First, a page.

Another option for validating the identity of voters is to use the social voting gateway. This requires the voter to use their social network account to vote in the contest. This puts the reliance on validating voter identity on the social platform. Facebook is one of the better platforms for this as they go through greater lengths to validate the identity of account holders than say Twitter. Having said this it is important to note that Facebook still has up to 5% to 6% fake accounts.
Use IP Address validation
Another option is to leverage the IP address of the person’s device to validate their identity. This is the voting method that has the lowest barrier to voting. While this doesn’t really identify a user’s identity it does assume that each device typically belongs to one person. This can come unstuck if a person has multiple devices (unfortunately many click farms do thisL). Also, if voting is being conducted behind a corporate or institutional firewall sometimes the end users IP address is hidden. This means that the IP address for every device coming from this intranet will look the same. This will result in possibly being locked out from legitimate voting.
As voting commences and even after voting is complete, there is no substitute to monitoring your vote data. You can export out all votes in a CSV format so that you can even do more detailed analysis using Excel or some other analysis tool. Look for patterns such as:
Similar email addresses coming from same IP addresses
Many votes (even with different emails) coming from within the same session
Continuous pattern of voting even during late night and early mornings
Single or small number of entries that have significantly higher votes that the other entries
Entries that have high votes but very low other engagement, e.g. finishes, views, shares, etc.
Look for email domains that belong to temporary email service providers
Block or remove suspect votes
Once you have found suspect votes you should consider invalidating these votes and more importantly block them from coming in again. If you identify IP addresses, individual email addresses or even whole email domains (e.g. that belong to a suspect corporation or temporary email service provider) then you can block these in the global settings of ContestPad. ContestPad already has an internal blacklist of email domains and blocks email votes coming from these domains (these mainly include temporary email service domains). However, there are new domains popping up all the time so if you find some we haven’t blacklisted let us know so we can continue to update our internal list.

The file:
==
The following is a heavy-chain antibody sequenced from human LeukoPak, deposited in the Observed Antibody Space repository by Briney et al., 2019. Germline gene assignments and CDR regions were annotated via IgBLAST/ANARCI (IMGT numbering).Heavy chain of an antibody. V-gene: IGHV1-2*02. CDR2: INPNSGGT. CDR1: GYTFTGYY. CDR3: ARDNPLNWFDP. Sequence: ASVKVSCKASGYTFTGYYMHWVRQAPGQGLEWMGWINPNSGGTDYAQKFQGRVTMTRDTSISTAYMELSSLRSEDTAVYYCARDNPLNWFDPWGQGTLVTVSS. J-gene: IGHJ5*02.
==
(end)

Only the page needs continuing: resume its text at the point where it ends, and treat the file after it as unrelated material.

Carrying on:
To show or not to show vote metrics
Another thing to consider is whether to show to the public how many votes each entry has received. Obviously, this can incentivise honest voters or entrants to get more votes as they see their vote counts climb. Unfortunately, it can also incentivise some people to do the wrong thing as they directly see the results of their fraudulent behaviour. Also, once votes are displayed it can make for an awkward discussion if votes are removed as the entrant may claim no knowledge of vote fraud. An option is to state the votes counts displayed are indicative and are subject to change upon internal validation.
Protect yourself legally
The final line of protection is ensuring that the legal terms and conditions for your contest (and which all participants agree to when entering the contest) covers your rights related to some of the following items:
Winners being selected at your sole discretion regardless of votes or other metrics,
Not allowing disputes to be raised upon the selection of the winner (your decision should be final),
Ensuring you have the right to disqualify if fraud is suspected,
Ensure you have the right to remove votes suspected of being fraudulent,
Ability to change the winner selection process.
Also remember to ensure that the above and any other conditions are legally enforceable in the jurisdiction of your contest (and make sure you state what your jurisdiction is). Make sure you enrol the help of legal professionals to take care of this for you.
While there is no way to 100% guarantee that voters will not do the wrong thing, if you follow many of the steps above you minimise the risk that potential fraud issues bring your campaign into question.